Books Glorious Books!
The Collector’s Treasury Book Shop is the largest used and rare bookshop in Africa, with more than a million items on hand! It was founded in 1974 and is housed in an eight-storey building in the diamond and jewellery district on the eastern side of the Johannesburg Central Business District on Commissioner Street. In addition to books there are maps, old engravings and prints, printed ephemera, periodicals, newspapers and photographica, with over 300 000 vinyls on sale too. Allow yourself plenty of time in this book lover's place of worship.
Be brave, eat at Urbanologi, the epitome of urban gastronomy using live cultures, extreme fire and negative temp cooking in a symphony of catastrophe. It tastes even more intriguing than it sounds. For fine dining, look to Marble in Rosebank, where under the guidance of Chef David you’re guaranteed to be wowed.
Get your market fix at Market on Main, which is held at Arts on Main on Fox Street every Sunday. A hub for the city’s creative community it was developed in a converted early-1900s bonded warehouse and preserves the historical aspects of the building. Here you’ll mingle with hip beautiful people as you indulge in Ethiopian coffee, organic fruit and veg, delicious pastries and energy boosting juices, as well as a selection of meals, craft beer and spirits. Upstairs, rummage through the vintage clothing and pause to appreciate the art and photography on display. And if after all that you still need some retail therapy – you can always hit the Mall of Africa.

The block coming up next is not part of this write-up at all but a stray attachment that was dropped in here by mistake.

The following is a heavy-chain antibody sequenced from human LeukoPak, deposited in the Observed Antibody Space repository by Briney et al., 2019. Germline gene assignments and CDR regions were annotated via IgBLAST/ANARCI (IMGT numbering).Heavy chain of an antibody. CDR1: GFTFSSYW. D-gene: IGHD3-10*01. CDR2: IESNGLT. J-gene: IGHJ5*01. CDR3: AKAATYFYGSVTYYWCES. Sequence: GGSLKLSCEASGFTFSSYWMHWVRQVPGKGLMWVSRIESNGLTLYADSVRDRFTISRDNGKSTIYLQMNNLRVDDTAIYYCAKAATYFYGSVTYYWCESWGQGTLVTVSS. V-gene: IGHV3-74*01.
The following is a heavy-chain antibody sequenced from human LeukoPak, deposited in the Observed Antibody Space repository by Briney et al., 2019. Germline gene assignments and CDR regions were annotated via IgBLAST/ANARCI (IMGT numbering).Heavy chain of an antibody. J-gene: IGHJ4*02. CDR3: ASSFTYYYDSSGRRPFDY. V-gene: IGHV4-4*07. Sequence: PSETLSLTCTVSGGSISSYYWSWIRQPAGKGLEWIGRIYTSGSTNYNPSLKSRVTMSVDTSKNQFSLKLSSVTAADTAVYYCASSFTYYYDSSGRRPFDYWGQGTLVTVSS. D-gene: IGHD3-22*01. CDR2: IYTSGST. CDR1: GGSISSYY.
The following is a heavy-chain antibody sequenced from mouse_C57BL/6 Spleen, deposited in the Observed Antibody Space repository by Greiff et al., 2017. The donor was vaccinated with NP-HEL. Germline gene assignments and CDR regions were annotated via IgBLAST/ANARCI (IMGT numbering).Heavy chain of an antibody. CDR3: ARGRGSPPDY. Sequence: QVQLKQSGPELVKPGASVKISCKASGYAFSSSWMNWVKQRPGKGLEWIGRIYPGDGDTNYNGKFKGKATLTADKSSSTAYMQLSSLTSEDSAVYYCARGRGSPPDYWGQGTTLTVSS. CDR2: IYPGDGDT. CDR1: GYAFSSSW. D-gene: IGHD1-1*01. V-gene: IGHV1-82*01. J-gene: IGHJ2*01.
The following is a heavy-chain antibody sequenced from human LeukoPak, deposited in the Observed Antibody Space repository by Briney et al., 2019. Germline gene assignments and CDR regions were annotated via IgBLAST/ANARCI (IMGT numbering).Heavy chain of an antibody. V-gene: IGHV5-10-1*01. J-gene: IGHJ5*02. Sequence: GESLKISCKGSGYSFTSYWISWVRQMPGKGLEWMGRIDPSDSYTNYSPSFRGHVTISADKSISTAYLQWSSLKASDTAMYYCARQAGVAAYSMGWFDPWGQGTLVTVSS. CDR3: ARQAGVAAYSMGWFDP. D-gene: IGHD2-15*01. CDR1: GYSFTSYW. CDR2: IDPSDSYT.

Enjoy Sundowners at The Living Room rooftop venue in Maboneng with views across the endless city skyline. The lush urban garden gives a sense that you’re sitting in a park, which is the origin of the name. Enjoy tapas, sip on exotic sounding cocktails, chat to the locals and take to the dance floor once the sun goes down, and the volume goes up.
For a Sunday Cycle head out to the Suikerbosrand Nature Reserve off the N3 to Heidelberg, 50 kilometres from the city. A real hidden treasure with 15- and 70-kilometre cycling loops, as well as opportunities for the family to walk, picnic and look out for the wildlife. The reserve is home to zebra, wildebeest, red hartebeest and even brown hyena. The prominent Ventersdorp and Witwatersrand rock formations make for some steep gradients, excellent for some hard hill training.
Go walking in the Melville Koppies Nature Reserve, a 58-year old reserve and Johannesburg Heritage site. Here, on the last of Johannesburg’s remaining ridges, over 200 bird species have been recorded and a variety of small mammals such as slender mongooses, civets, genets and hedgehogs. Bear in mind that Melville Koppies has controlled access only, so you would do well to book a guided tour.
Sign up for a Main Street Inner City walk with Past Experiences who run a variety of themed tours from shopping to street art and a spicy Fordsburg tour. Recommended, is the Ka’Ching Tour which focuses on the birth of Johannesburg as a mining and wealth-oriented town. An excellent background to how the city got started!
Retreat to Satyagraha House or what is more commonly known as Gandhi House, designed by the architect Hermann Kallenbach for Gandhi and himself and where Mahatma Gandhi lived and worked between 1908 and 1909. Satyagraha means insistence on truth and has a new life as both a museum and guesthouse that offers peaceful and contemplative serenity. Restored, cherished and with many lessons to be taken from the curated photos, books and journals on display.
Delve into our country’s history with visits to these six museums that offer a raw and real look at our history, from prehistoric man, our cultural position in Africa, and the difficult path South Africa walked into democracy under the leadership of Nelson Mandela: Apartheid Museum, the Johannesburg Fort and Constitution Hill, Liliesleaf House, Hector Peterson Memorial and Museum in Soweto, the Origins Museum and Museum Africa.